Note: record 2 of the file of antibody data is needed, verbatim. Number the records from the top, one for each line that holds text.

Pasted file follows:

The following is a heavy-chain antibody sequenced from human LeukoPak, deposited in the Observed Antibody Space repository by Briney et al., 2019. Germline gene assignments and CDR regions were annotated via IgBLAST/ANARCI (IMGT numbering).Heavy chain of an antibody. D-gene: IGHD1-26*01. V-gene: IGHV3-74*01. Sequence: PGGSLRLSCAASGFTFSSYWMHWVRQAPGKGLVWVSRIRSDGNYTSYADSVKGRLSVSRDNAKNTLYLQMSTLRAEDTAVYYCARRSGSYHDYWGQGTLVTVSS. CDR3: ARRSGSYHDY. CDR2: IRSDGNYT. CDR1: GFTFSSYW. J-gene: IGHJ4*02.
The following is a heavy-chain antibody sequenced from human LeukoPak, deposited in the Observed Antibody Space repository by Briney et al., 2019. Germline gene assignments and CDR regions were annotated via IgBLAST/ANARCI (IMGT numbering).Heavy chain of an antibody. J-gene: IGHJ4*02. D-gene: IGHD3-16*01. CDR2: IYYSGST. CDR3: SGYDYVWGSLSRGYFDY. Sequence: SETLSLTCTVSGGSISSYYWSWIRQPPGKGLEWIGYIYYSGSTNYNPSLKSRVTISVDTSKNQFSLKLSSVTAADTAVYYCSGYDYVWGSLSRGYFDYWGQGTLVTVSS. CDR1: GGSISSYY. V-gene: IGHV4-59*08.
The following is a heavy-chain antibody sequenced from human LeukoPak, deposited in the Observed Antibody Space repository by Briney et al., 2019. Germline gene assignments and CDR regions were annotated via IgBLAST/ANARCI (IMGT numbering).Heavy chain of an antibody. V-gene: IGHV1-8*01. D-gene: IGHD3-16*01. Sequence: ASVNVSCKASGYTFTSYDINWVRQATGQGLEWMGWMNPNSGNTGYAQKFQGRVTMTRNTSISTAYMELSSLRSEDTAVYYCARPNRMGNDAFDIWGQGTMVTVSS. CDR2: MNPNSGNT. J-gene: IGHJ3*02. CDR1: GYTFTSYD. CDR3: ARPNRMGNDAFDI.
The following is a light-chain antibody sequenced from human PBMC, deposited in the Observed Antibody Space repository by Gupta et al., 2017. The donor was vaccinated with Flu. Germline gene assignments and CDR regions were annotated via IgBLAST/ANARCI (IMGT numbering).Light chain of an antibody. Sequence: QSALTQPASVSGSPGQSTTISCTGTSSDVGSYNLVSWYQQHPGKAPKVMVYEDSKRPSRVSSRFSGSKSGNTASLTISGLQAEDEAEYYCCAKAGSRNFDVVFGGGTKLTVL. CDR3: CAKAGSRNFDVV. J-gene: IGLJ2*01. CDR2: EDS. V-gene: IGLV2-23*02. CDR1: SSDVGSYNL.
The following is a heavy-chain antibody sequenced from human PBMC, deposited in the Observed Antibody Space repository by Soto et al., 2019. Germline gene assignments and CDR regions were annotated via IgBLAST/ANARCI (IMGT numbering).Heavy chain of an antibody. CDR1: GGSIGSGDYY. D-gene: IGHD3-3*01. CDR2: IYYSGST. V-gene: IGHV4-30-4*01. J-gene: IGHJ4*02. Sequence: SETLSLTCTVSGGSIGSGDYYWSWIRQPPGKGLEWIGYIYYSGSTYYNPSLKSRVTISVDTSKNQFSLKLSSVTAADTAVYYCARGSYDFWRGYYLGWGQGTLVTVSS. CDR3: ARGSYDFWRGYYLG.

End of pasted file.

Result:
The following is a heavy-chain antibody sequenced from human LeukoPak, deposited in the Observed Antibody Space repository by Briney et al., 2019. Germline gene assignments and CDR regions were annotated via IgBLAST/ANARCI (IMGT numbering).Heavy chain of an antibody. J-gene: IGHJ4*02. D-gene: IGHD3-16*01. CDR2: IYYSGST. CDR3: SGYDYVWGSLSRGYFDY. Sequence: SETLSLTCTVSGGSISSYYWSWIRQPPGKGLEWIGYIYYSGSTNYNPSLKSRVTISVDTSKNQFSLKLSSVTAADTAVYYCSGYDYVWGSLSRGYFDYWGQGTLVTVSS. CDR1: GGSISSYY. V-gene: IGHV4-59*08.